Usher syndrome is the most common genetic form of deaf-blindness. This disorder is characterized by congenital sensorineural hearing loss associated with defects in the inner ear, and vision loss associated with retinitis pigmentosa. In most cases, the rod cells are affected first, followed by the cone cells. In some cases, the foveal vision is spared, resulting in a 'doughnut vision'. According to the severity of the condition, three distinct types of Usher syndromes are recognized. Usher syndrome type 1 is the most severe of these different types. Patients affected with this type are born profoundly deaf, and start to lose their vision within the first decade of their life. In addition, problems in the vestibular system are also seen, resulting in patients exhibiting difficulties in maintaining their balance and a significant delay in walking as infants. Approximately, 5% of children born deaf are actually affected by Usher syndrome type 1. Overall, the incidence of this severe type is about 4 per 100,000, although it is more common in certain populations, such as Ashkenazi Jews and the Acadian population in Louisiana.
Since the vision loss does not occur until much later, a diagnosis of Usher syndrome can be missed out in the face of deafness as the only symptom in infancy. Molecular diagnostic testing has the potential to provide an early diagnosis. The condition, however, cannot be cured. Management strategies include cochlear implant, and preparing for blindness before it manifests itself.
In a study comprising 50 children with congenital sensorineural hearing loss (SNHL) attending the Ear, Nose, and Throat Department of Al-Ramadi Teaching Hospital in Al-Ramadi city (December 2007 to October 2008), Al-Ani et al. (2009) diagnosed two children with profound bilateral SNHL. Upon ophtalmological examination, the children were found to have hearing loss and retinitis pigmentosa and were diagnosed as having Usher syndrome.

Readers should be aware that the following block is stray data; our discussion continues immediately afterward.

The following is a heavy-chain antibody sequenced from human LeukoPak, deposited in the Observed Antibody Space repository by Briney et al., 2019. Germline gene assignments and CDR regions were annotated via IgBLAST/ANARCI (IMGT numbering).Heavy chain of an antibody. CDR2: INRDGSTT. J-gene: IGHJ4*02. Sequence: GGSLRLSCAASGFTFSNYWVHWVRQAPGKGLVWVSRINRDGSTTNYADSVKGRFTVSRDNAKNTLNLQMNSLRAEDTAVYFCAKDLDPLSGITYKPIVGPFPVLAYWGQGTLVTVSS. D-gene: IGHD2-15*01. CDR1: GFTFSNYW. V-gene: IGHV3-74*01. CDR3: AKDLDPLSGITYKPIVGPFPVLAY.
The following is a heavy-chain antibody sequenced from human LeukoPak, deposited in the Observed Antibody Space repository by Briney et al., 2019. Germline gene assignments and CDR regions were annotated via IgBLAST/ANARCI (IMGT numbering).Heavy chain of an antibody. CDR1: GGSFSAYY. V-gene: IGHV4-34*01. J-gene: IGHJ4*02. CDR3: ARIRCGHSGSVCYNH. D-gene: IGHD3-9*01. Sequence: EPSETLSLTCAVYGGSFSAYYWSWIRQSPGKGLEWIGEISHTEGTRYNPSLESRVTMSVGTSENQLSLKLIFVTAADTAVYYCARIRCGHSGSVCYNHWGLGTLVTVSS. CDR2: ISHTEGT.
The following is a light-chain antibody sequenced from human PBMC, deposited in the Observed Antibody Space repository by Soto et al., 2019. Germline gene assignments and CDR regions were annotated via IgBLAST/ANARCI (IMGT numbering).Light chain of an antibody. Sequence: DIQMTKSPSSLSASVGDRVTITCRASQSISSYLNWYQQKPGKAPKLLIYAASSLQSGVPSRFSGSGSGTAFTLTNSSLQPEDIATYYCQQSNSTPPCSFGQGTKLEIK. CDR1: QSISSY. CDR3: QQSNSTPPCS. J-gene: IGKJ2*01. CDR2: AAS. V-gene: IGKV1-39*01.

Ben-Salem et al. (2014) described a nuclear consanguineous family of Iraqi origin with one child affected with profound sensorineural hearing loss. The parents and the patient’s one other sibling were phenotypically normal. The affected child had normal developmental milestones and was of normal intelligence. Fundoscopic examination and ERG also revealed normal results. Molecular analysis identified a novel homozygous variant in the MYO7A gene in the patient.
Shuja-ud-din et al. (2002) reported the case of a 50-year old Kuwaiti woman as the first case to be diagnosed with Usher syndrome Kuwait. Usher syndrome in this patient was also found to have an unusual comorbid association with hypothyroidism due to autoimmune thyroid disease.
[Shuja-ud-din, Al Adsani A, Baidas G. Autoimmune thyroid disease in a patient with Usher's syndrome: case report. Kuwait Med J. 2002; 34(2):150-2.]
[See: Iraq > Ben-Salem et al., 2014].